Our Savior’s Lutheran School: Teaching Students Critical Thinking Skills

By: Our Savior's Lutheran School
Nov. 25, 2014 - PRLog -- By Sheila Carmody
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When John March married, he moved to Toronto, Canada, where he worked as a school teacher and, while he was there, learned why student test scores in the U.S. lagged behind their counterparts in other countries.

Ten years later, he’s back and he’s bringing what he learned with him.

March, who taught sixth grade in Ontario, Canada, one of the highest performing school districts in the world, is leading the implementation of Common Core Standards as Principal of Our Savior’s Lutheran School, a pre-K to 8 Christian school on Mountain View Avenue off Central Avenue in Albany. He believes the largely misunderstood set of learning standards, called Common Core, will help improve U.S. public and private schools.

The McKinsey group, the Organization for Economic Co-operation and Development in Paris, the National Center on Education and the Economy in Washington, D.C., and Harvard's Program on Education Policy and Governance have all done recent case studies on Ontario's education system and concluded that it is one of the most improved and highest performing in the world. Ontario, where March taught, also scored among the highest achievers on the international TIMSS (Trends in International Mathematics and Science Study) test.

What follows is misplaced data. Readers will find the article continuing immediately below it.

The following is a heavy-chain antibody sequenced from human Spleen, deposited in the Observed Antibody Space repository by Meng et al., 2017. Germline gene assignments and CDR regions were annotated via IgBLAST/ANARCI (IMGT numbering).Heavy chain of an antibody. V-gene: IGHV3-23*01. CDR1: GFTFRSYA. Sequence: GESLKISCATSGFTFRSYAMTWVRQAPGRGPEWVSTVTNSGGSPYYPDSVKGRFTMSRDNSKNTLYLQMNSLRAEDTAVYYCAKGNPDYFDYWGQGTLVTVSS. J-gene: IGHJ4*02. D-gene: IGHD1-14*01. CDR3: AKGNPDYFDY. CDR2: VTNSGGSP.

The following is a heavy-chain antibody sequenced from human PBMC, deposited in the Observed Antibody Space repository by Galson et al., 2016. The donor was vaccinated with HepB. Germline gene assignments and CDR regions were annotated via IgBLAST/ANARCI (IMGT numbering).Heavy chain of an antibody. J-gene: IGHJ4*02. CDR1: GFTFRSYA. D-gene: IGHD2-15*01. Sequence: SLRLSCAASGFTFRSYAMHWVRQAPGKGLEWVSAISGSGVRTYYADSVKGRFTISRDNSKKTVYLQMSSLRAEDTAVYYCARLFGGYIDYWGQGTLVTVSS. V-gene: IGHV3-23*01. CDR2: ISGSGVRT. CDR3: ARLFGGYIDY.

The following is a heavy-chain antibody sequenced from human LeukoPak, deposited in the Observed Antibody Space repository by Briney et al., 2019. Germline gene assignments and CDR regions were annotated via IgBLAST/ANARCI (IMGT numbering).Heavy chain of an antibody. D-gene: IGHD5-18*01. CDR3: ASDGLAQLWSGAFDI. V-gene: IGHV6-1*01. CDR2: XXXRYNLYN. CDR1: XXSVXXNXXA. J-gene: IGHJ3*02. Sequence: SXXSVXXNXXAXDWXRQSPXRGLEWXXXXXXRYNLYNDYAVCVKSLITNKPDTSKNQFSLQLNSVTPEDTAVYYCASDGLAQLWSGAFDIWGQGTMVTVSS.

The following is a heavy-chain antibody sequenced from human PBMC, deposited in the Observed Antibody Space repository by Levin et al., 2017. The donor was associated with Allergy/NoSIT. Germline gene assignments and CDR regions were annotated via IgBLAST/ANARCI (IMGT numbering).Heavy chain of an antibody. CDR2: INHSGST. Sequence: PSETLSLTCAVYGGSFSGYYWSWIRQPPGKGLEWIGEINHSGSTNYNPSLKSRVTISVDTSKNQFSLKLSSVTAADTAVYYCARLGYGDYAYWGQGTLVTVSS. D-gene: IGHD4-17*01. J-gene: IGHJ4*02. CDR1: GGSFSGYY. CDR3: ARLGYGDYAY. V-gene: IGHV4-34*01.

March and Our Savior's Lutheran School teachers started implementing the new Common Core standards at Our Savior's Lutheran School three years ago.

"The new standards Standards haven’t changed Our Savior’s educational program that much because academic excellence has always been the core of the school’s mission, March said, but education is evolving and Our Savior’s Lutheran School is evolving along with it."

The Common Core is about teaching students higher order thinking skills. ”We’re moving away from rote learning where the teacher stands at the front of the room and spews out information that students spew back,” March said. “It’s teaching students the skills they need in order to think for themselves.”

Preliminary results show the Christian school is succeeding, outperforming public schools on state tests. Our Savior’s students performed 17 percentage points higher than the state’s average on ELA and four percentage points higher in math on the most recent state tests.

March, who was brought on as the school’s Principal in 2011, often gets questions from parents who are suspicious of the new standards. The way he explains it is: “The Common Core to us is like the floor. It’s not the walls, the roof and the room. We choose the curriculum, we choose the materials and we incorporate the Bible into that. The Common Core is not the educational program at Our Savior’s Lutheran school; it’s a roadmap.

“For example, one of the standards in English Language Arts (ELA) states that students need to be able to analyze a poem. However we do that – whether we’re using scripture or secular poems – it’s just a guideline,” March said. “It isn’t telling me I have to use certain materials. It’s just telling me that’s the standard you have to meet. However you do it is your choice.”

March and the teachers at Our Savior’s Lutheran School began the process of implementing the Common Core standards in 2011-12, and they started by reviewing the standards. They also obtained supplemental workbooks that were based on the Common Core.